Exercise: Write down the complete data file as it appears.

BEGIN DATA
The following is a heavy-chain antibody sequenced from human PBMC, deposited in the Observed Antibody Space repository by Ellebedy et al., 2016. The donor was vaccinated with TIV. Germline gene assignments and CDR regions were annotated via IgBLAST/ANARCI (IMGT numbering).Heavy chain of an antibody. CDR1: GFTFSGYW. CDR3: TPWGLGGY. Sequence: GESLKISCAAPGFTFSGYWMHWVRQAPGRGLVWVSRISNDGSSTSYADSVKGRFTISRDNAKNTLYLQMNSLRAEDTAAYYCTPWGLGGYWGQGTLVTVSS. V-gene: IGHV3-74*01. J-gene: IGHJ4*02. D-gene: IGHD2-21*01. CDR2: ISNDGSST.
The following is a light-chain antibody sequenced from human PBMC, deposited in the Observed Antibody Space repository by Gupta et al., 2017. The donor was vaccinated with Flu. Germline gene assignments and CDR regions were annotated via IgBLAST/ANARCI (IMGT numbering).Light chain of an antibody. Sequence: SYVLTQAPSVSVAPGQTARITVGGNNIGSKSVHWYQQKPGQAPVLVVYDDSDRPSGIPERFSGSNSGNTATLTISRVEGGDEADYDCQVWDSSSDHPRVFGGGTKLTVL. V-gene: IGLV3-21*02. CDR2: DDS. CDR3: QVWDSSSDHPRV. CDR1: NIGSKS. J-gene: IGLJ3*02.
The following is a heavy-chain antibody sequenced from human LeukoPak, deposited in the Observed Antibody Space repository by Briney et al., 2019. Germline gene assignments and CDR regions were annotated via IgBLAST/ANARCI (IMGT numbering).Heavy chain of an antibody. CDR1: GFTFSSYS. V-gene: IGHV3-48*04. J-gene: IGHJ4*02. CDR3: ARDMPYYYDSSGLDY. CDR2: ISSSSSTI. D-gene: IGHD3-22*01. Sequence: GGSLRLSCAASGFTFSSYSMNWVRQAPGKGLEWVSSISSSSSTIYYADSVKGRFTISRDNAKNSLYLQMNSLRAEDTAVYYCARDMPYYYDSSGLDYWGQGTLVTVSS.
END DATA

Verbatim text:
The following is a heavy-chain antibody sequenced from human PBMC, deposited in the Observed Antibody Space repository by Ellebedy et al., 2016. The donor was vaccinated with TIV. Germline gene assignments and CDR regions were annotated via IgBLAST/ANARCI (IMGT numbering).Heavy chain of an antibody. CDR1: GFTFSGYW. CDR3: TPWGLGGY. Sequence: GESLKISCAAPGFTFSGYWMHWVRQAPGRGLVWVSRISNDGSSTSYADSVKGRFTISRDNAKNTLYLQMNSLRAEDTAAYYCTPWGLGGYWGQGTLVTVSS. V-gene: IGHV3-74*01. J-gene: IGHJ4*02. D-gene: IGHD2-21*01. CDR2: ISNDGSST.
The following is a light-chain antibody sequenced from human PBMC, deposited in the Observed Antibody Space repository by Gupta et al., 2017. The donor was vaccinated with Flu. Germline gene assignments and CDR regions were annotated via IgBLAST/ANARCI (IMGT numbering).Light chain of an antibody. Sequence: SYVLTQAPSVSVAPGQTARITVGGNNIGSKSVHWYQQKPGQAPVLVVYDDSDRPSGIPERFSGSNSGNTATLTISRVEGGDEADYDCQVWDSSSDHPRVFGGGTKLTVL. V-gene: IGLV3-21*02. CDR2: DDS. CDR3: QVWDSSSDHPRV. CDR1: NIGSKS. J-gene: IGLJ3*02.
The following is a heavy-chain antibody sequenced from human LeukoPak, deposited in the Observed Antibody Space repository by Briney et al., 2019. Germline gene assignments and CDR regions were annotated via IgBLAST/ANARCI (IMGT numbering).Heavy chain of an antibody. CDR1: GFTFSSYS. V-gene: IGHV3-48*04. J-gene: IGHJ4*02. CDR3: ARDMPYYYDSSGLDY. CDR2: ISSSSSTI. D-gene: IGHD3-22*01. Sequence: GGSLRLSCAASGFTFSSYSMNWVRQAPGKGLEWVSSISSSSSTIYYADSVKGRFTISRDNAKNSLYLQMNSLRAEDTAVYYCARDMPYYYDSSGLDYWGQGTLVTVSS.